One day, very soon after their marriage, Aylmer sat gazing at his wife with a trouble in his countenance that grew stronger until he spoke.
“Georgiana,” said he, “has it never occurred to you that the mark upon your cheek might be removed ?”
“No, indeed,” said she, smiling; but perceiving the seriousness of his manners, she blushed deeply. “To tell you the truth, it has been so often called a charm that I was simple enough to imagine it might be so.”
' Ah, upon another face perhaps it might,” replied her husband; "but never on yours. No, dearest Georgiana, you came so nearly perfect from the hand of Nature that this slightest possible defect, which we hesitate whether to term a defect or a beauty, shocks me as being the visible mark of earthly imperfec tion."
* Atlantic Monthly, 1860.
Shocks you, my husband !” cried Georgiana, deeply hurt; ai first reddening with momentary anger, but then bursting into tears. “Then why did you take me from my mother's side ? You cannot love what shocks you!”
To explain this conversation, it must be mentioned that in the centre of Georgiana's left cheek there was a singular mark, deeply interwoven, as it were, with the texture and substance of her face. Its shape bore not a little similarity to the human hand, though of the smallest pygmy-size.
[NOTE.—As a consequence of the foregoing conversation there followed an agreement between husband and wife for removing the birthmark. After several fruitless efforts upon Aylmer's part to concoct a chemical potent enough for the purpose, he at length obtains it and applies it, with what result the following passage will show.]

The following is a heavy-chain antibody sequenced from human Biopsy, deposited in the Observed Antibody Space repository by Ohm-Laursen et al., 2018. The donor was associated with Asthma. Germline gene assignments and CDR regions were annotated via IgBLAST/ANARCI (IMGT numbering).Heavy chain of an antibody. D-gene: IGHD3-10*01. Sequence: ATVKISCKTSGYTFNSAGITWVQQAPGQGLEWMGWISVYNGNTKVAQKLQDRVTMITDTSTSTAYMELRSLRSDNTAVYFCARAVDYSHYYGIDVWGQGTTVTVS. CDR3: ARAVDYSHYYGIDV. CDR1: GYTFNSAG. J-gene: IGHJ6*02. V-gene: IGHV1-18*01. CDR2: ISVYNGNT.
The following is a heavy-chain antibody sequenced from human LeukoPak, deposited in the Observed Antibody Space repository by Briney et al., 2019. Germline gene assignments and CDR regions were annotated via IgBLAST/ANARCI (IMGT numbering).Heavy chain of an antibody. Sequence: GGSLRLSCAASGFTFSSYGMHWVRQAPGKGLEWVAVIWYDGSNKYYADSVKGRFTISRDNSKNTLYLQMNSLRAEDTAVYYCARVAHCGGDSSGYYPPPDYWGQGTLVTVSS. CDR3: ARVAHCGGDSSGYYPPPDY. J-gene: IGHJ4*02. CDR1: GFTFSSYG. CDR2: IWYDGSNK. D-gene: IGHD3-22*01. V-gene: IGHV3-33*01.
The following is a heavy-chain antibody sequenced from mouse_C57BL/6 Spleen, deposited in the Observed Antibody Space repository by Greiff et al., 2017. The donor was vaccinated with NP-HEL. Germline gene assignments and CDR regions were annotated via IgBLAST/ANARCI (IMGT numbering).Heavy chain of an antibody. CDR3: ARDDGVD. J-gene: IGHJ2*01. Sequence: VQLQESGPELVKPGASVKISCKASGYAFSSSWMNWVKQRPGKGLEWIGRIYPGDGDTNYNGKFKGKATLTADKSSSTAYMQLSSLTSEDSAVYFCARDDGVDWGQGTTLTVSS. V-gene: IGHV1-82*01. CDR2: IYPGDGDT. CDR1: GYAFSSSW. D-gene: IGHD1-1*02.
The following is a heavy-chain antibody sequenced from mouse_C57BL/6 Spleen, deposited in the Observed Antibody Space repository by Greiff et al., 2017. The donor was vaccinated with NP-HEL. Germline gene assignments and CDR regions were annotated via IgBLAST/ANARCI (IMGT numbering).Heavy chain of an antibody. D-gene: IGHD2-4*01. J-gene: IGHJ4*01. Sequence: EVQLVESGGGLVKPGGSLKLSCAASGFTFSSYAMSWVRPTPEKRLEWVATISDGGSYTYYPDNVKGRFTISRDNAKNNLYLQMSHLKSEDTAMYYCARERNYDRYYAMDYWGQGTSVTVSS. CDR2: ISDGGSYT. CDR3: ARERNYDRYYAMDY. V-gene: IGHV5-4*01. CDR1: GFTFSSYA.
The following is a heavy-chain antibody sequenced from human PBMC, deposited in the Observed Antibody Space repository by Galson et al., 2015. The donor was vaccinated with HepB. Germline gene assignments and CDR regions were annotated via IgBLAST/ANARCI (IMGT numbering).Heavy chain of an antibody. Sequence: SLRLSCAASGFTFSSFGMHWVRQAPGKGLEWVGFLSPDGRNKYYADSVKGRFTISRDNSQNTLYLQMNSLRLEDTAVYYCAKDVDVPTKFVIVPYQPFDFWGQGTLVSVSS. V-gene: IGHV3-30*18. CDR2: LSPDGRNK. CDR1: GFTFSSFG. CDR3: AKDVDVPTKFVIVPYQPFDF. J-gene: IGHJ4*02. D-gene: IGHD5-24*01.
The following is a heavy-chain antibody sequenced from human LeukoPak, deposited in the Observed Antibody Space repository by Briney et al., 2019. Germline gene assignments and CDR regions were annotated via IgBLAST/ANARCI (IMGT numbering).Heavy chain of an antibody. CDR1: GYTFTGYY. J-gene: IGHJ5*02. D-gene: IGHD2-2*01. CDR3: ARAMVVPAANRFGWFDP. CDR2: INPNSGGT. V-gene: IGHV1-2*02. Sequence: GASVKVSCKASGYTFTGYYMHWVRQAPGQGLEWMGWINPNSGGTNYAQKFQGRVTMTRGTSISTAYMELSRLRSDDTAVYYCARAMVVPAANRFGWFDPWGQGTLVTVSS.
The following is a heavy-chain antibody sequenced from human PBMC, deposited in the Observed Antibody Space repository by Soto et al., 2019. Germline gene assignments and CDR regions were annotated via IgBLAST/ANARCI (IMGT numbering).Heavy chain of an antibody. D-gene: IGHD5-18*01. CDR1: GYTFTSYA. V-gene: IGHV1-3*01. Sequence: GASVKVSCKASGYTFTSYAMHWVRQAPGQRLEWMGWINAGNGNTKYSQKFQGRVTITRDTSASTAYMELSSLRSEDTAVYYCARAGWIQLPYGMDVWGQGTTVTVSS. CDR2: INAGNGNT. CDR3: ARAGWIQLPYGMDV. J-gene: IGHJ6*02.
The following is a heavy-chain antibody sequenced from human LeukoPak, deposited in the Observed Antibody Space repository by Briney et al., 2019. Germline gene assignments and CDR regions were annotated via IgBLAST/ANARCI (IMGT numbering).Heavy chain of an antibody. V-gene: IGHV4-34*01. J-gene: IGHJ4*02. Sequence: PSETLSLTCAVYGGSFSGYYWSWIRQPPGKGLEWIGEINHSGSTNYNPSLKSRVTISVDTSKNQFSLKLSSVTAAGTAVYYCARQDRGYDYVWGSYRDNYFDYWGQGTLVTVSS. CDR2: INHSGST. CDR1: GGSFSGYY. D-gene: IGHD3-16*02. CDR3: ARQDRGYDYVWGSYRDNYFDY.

The sound of her husband's footsteps aroused her. He bore a crystal goblet containing a liquor colorless as water, but bright enough to be the draught of immortality.
“The concoction of the draught has been perfect,” said he, in answer to Georgiana's look. “Unless all my science have deceived me, it cannot fail.”
“Save on your account, my dearest Aylmer," observed his wife, "I might wish to put off this birthmark of mortality by relinquishing mortality itself in preference to any other mode. Life is but a sad possession to those who have obtained precisely the degree of moral advancement at which I stand. Were I weaker and blinder, it might be happiness. Were I stronger, it might be endured hopefully. But, being what I find myself, methinks I am of all mortals the most fit to die.”
“You are fit for heaven without tasting death !" replied her husband. “But why do we speak of dying? The draught cannot fail. Behold its effects upon this plant.”